I just completed reading Serbian author Srdjan Valjarevic’s book, Lake Como. I was very curious to read the book because so few contemporary Serbian authors are translated into English. I’ve read a lot of Ivo Andrić and Daniel Kis, but no more recent authors. I would like to thank Geopoetika Publishing Company for translating a series of contemporary Serbian authors. I will definitely read others in the series.
Lake Como is the story of a Serbian writer who wins a month’s refuge at an expensive Villa on Lake Como to work on his novel. The author however, is not really working on the book and a friend helped him fill in the application to receive the grant award. He is a part-time writer and full-time alcoholic. Not much happens in the book and he describes his month at the lake. He does a lot of drinking, sightseeing, eating, and observing the other guest scholars in the villa. He also mingles with the local townspeople quite a bit and is a bit of a ladies man.
The unnamed antihero, or hero of the book I guess represents Serbia and the people of his generation. Valijarevic is my age although the book was written 5 years ago. It made me think about what it would have been like to lose your country (Yugoslavia) and living standards that went with it after years of war and embargoes. It was quite traumatic for people his age who were just starting out in their careers when the whole thing went to pieces. The best review I read on the book is by Daniel Kelleher and here are the other books in the series by Geopoetika.
Titles that fall within the Geopoetika Serbian prose in Translation series under review include: —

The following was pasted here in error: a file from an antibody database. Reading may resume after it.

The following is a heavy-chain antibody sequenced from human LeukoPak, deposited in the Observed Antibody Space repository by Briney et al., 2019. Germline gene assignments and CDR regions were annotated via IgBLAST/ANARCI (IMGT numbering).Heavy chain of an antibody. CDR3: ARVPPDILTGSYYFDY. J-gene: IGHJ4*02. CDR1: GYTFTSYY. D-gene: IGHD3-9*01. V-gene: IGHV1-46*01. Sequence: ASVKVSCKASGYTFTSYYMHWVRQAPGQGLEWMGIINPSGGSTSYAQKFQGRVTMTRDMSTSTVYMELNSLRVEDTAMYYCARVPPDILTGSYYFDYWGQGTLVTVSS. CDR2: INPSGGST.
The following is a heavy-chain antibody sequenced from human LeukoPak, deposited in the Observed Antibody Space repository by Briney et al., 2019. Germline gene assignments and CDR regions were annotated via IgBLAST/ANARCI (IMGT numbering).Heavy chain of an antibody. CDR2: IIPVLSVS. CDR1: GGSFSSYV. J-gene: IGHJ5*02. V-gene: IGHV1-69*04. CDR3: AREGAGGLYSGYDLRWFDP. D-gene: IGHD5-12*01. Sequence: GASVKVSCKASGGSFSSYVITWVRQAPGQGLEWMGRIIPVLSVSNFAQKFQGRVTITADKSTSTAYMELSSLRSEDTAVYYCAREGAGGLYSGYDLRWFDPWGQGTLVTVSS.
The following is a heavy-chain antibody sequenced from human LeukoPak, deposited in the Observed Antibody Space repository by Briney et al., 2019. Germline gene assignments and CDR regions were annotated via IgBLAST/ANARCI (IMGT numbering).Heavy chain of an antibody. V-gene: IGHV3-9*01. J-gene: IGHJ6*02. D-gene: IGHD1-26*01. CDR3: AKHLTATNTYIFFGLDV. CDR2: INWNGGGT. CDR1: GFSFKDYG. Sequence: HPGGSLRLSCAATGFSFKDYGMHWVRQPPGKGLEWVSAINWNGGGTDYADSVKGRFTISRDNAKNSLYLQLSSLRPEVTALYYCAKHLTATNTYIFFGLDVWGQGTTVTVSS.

- Basara, Svetislav – The Cyclist Conspiracy —
- Novaković, Mirjana – Fear and Servant —
- Ognjenović, Vida – Adulterers —
- Stanković, Slavoljub – The Box
2 thoughts on “Book Review: Srdjan Valijarević “Lake Como””
I think your review is pretty objective and I want to thank you on behalf of Serbs especially Serb refugees from Croatia and Bosnia. The media has painted us in a really bad light to describe it lightly and it is nice to see someone’s comment about the book that is not biased even though you view it as political. I didn’t read the book so I cannot comment on that. There is another Serbian writer who is sort of known and translations do exist, but he has a sort of surreal way of explaining things. The name is Milorad Pavic. He has a book The Dictionary of Khazars translated into English; I heard good reviews about it. He is seen as a different kind of writer from the others who come from the area.
Does anyone know how to find this novel in the US or through an online bookseller?